Yes, so that's actually not what happened.
Gun violence is at a higher rate last year than it had been in any of the previous five, maybe more years, all the years that we had on record. We published a story on this recently. But, yes, gun violence has been higher than ever. Even mass shootings, as defined by the Gun Violence Archive as more — four or more people injured or killed, not including the shooter, even those were up higher than they'd ever been.
So, gun violence has been surging throughout the pandemic. And most frequently, it's not these sorts of incidents like we see in Indianapolis, where it is a sort of lone-style shooter we have seen before and that has sort of captured the fascination of the country.
It's more frequently sort of more routine gun deaths that happen as part of community conflicts in cities across the country. And like I just said, those deaths were sort of higher than they'd ever been last year.
So, when you talk about gun violence in America, who are some of the communities who are deeply and more disproportionately impacted?
Yes, I mean, it's predominantly city neighborhoods that are majority Black and majority low-income that are affected by this kind of gun violence.
And this is true of the mass shooting violence that we see in the country. And it's also true of the sort of drumbeat of regular gun violence that we see.
The only thing where — the only form of gun violence where Black people are not sort of the disproportionate — or don't accept a disproportionate share of the deaths, suicides, which these red flag laws do have a chance and have proven in some studies to be pretty effective at reducing.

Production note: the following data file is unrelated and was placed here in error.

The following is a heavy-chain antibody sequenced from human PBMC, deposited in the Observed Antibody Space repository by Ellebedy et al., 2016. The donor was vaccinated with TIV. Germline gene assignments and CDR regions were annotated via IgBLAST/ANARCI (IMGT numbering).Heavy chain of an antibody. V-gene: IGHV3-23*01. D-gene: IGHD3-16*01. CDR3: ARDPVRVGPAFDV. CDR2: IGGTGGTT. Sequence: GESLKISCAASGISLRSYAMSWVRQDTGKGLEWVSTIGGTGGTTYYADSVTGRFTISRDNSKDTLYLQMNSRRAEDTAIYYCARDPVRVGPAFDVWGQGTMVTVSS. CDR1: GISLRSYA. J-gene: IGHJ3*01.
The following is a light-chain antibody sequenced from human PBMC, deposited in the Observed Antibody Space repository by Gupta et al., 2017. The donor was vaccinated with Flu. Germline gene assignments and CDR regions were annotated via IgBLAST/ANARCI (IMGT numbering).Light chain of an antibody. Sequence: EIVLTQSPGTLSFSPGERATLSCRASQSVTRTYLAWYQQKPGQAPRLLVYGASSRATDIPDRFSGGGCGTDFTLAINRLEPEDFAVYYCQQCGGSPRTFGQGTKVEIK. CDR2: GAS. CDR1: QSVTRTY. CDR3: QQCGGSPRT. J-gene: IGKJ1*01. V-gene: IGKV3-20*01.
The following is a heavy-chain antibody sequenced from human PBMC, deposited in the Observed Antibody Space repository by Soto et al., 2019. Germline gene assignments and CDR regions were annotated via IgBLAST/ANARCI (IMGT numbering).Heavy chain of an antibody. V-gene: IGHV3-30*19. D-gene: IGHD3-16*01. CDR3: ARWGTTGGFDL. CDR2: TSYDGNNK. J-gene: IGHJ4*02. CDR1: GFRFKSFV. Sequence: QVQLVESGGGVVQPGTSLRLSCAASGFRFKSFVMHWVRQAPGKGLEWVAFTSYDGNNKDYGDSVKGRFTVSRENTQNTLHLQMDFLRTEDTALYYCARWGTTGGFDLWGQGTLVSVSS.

We do know that these mass attacks do tend to generate a lot of attention, though, right? And the president has been asked about it. He called these latest spike in shootings a national embarrassment.
And President Biden has also introduced some executive action when it comes to addressing gun violence, right? When you look at those steps he's taken, what kind of a difference would those make in addressing our gun violence problem?
Most of them were not any new laws that would exist on the books immediately.
They were suggestions — or it was requiring the Department of Justice to put together laws that would prevent certain things. But we don't have an idea of what those laws would look like.
There was also an ask that the federal government put together sort of some boilerplate red flag law, model legislation that other states could adopt. But, again, that would not necessitate that these states adopt the law.
The one thing that — the one executive action that would absolutely have an effect, it would seem, at least according to researchers and activists, is that he pledged $5 billion to support community gun violence interventions. And that is more money than has ever been proposed to address these sorts of problems.
And it's more money that has ever been proposed to invest into these communities that experience the vast majority of gun violence. And there is pretty robust research to suggest that the interventions that would be targeted with this money would have an effect on reducing the number of shootings and gun deaths that happen in these cities, like we talked about before.
What about the NRA? With them now in bankruptcy proceedings, is there a sense that their influence is waning with lawmakers?
It's hard to say.
It's absolutely true that the NRA is sort of weaker than it's ever been, as a result of all the things you just mentioned. However, the Republican Party has sort of absorbed the NRA's talking points and this idea of sort of gun rights absolutism.
And that is the party line now. And I don't think, at least — this is just my personal opinion. I don't see a real reason to be super optimistic that the party line is going to shift simply because the NRA is weaker, because this has become sort of a Republican Party platform plank, as much as it already is sort of an NRA plank.
Champe Barton of The Trace, thanks so much for joining us tonight.
Thanks for having me.